Vanishing readers and the absurdity of IRS numbers

Some of the major areas of concern for print players are - the steep decline in readership as per the latest IRS data, process of the survey, field work, methodology and transparency

e4m by Abid Hasan
Updated: Feb 3, 2014 9:15 AM
Vanishing readers and the absurdity of IRS numbers

Even as the broadcast industry is upset with the Television Audience Measurement (TAM) since the last two years for various reasons, including incorrect data, smaller sample size and wrong measurement, the print industry has been up in arms against the latest Indian Readership Survey (IRS) findings. While print players had been expecting a robust, error free and accurate data after a long period of no IRS, several anomalies have been pointed out in the latest IRS 2013 data.

Some of the major areas of concern for print players are – process of the survey, field work, methodology and transparency. Though MRUC has promised to solve the issue by the end of this week, print publishers are saying that damage has already been done.

As is known, as many as 18 print publishers have already issued a notice in public interest, highlighting the major faults in the latest results.

Some of the anomalies pointed out by the major publications are:
• Punjab has lost a whopping one-third of all its readers in just a year since the last IRS, while neighbouring Haryana has grown by 17 per cent.
• Every major newspaper in Andhra Pradesh, irrespective of language, has witnessed decline in readership by 30 per cent to 65 per cent.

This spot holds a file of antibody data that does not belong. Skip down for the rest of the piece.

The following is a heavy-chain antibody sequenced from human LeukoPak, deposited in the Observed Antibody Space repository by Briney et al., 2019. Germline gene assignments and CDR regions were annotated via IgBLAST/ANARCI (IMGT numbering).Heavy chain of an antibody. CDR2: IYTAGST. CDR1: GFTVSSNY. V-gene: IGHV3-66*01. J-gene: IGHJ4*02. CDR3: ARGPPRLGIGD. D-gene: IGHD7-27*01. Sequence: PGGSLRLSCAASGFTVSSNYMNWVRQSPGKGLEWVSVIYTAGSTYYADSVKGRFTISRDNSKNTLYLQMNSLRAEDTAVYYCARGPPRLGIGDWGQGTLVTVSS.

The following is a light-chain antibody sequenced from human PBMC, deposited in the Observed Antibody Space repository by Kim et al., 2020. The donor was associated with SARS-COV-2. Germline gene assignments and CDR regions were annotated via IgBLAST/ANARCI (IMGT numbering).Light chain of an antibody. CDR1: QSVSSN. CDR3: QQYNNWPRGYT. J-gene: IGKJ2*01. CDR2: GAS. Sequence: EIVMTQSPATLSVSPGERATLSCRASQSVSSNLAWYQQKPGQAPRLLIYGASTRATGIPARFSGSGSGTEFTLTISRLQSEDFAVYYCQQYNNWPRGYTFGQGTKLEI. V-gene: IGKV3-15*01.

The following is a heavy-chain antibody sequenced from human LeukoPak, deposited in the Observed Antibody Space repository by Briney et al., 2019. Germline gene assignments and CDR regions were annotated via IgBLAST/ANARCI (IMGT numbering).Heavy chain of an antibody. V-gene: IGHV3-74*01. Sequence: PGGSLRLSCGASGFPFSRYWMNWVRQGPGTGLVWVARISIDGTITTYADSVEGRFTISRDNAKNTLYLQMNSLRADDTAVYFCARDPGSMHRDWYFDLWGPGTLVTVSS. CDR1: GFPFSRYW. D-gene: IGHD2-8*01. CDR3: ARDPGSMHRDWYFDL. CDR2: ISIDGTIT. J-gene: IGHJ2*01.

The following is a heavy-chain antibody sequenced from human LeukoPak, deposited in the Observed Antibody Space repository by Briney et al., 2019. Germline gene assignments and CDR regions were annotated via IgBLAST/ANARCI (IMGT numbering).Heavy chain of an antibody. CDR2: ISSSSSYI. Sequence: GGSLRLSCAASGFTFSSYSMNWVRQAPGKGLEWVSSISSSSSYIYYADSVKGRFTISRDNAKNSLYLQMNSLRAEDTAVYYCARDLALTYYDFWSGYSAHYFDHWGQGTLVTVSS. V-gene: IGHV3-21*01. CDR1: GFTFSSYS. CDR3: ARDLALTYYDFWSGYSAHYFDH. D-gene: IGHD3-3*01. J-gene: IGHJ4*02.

• Mumbai shows a 20.3 per cent growth in overall English readership, while Delhi (a faster-growing city overall on all macro indices) shows a drop of 19.5 per cent.
• Hitavada, the leading English newspaper of Nagpur with a certified circulation of over 60,000, doesn’t appear to have a single reader now.
• Hindu Business Line has thrice as many readers in Manipur as in Chennai.

While talking to exchange4media, some of the print players present at the unveiling of the Delhi edition of the IRS expressed their concern over the decline of readership post this survey.

In order to solve the matter, the Indian Newspaper Society (INS) is likely to meet the Media Research Users Council (MRUC) to discuss the IRS findings and decide on further course of action.

Meanwhile, it is learnt that the MRUC has been given time till 4.30 pm on February 3 to withdraw the latest IRS data and refund the publishers’ money.

In its Kanpur edition dated January 30, 2014, Dainik Jagran had published, “Once again No. 1, but Jagran disapproves survey”. The daily added, “AC Nielsen had promised the survey would be based on computerised and scientific methods, but questions have been raised on that very promise and hence, Dainik Jagran has objections to the methodology and its results.”

Apart from Dainik Jagran, some more print players who have opposed the data include: The Times of India, Dainik Bhaskar, India Today, Anandabazar Patrika, Lokmat, Outlook, Daily News and Analysis (DNA), Sakshi, The Hindu, Amar Ujala, The Tribune, Bartaman Patrika, Aaj Samaj, The Statesman, Mid Day, Nai Duniya, and Dinakaran.

DNA has made its dissatisfaction with the latest IRS 2013 quite clear. The English daily has stated in its January 29, 2014 edition that “DNA contests data presented by MRUC, there’s a clear mismatch between survey figures and our database. DNA has a robust subscription base and we have names, contact numbers, and addresses of most of our readers, who have opted for a paid subscription scheme. This also shows our loyal reader database, which is extremely stable; we would, therefore, like to know the basis of the readings.”

This is not the first time that Nielsen’s survey is being questioned. Even many players in the broadcasting fraternity have voiced their concerns about Nielsen’s surveys in the past.

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